An innovative reactor in the UK is preparing to start a key fuel blending test, which will eventually power ITER, the world's largest nuclear fusion experiment.Nuclear fusion is a phenomenon that provides energy for the sun. If physicists can use it on the earth, it will be an almost unlimited energy source.
In June, jet will start fusing more tritium and deuterium, another isotope of hydrogen. ITER will use this fuel mixture to try to create more energy from fusion than it has ever been shown before. The reactor should heat and limit the plasma of deuterium and tritium, so that the isotopes can fuse into helium and generate enough heat to maintain further fusion reaction.
Jet's experiment will help scientists predict how the plasma in ITER Tokamak will work, and design the operating environment for this large-scale experiment. ITER will start to operate low power hydrogen reaction in 2025. But from 2035, it will operate on a 50:50 deuterium and tritium blend.
ITER and jet are both located at the Culham fusion energy center (CCFE) near Oxford University. They use extreme magnetic fields to confine the plasma in a ring and heat it until fusion occurs. The temperature in jet can reach 100 million degrees, which is many times higher than that of the sun's core.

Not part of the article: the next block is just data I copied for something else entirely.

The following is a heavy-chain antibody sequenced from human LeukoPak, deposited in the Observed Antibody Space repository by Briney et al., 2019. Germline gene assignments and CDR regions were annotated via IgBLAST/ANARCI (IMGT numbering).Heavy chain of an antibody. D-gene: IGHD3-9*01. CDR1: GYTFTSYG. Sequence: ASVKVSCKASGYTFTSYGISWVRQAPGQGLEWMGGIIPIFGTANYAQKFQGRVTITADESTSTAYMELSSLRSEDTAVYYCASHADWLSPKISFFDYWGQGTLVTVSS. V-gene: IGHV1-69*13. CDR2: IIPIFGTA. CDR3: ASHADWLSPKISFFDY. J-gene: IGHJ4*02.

The world's last tokamak fusion experiment with tritium was also conducted in jet. The goal at that time was to achieve peak power, and the facility successfully achieved a record output to input power ratio (called Q value) of 0.67. This record is still maintained, Q value of 1 is the balance of payments. But this year's goal is to maintain a similar level of fusion energy for five seconds or more, get as much data as possible from experiments, and understand the behavior of longer lasting plasma.
Dealing with tritium presents a unique challenge, and jet researchers spent more than two years re installing parts of the machine and preparing to deal with radioactive materials. This isotope decays rapidly, so only a small amount of tritium appears in nature, usually as a by-product of nuclear fission reactors; the world supply is only 20 kg.
Part of the challenge with tritium is that it reacts with deuterium to produce neutrons much faster than pure deuterium. Commercial reactors will capture the energy of these neutrons to generate electricity, but in jet, high-energy particles will spread all over the machine, destroying the diagnostic system. This meant that the jet team had to move cameras and other instruments behind the concrete shield.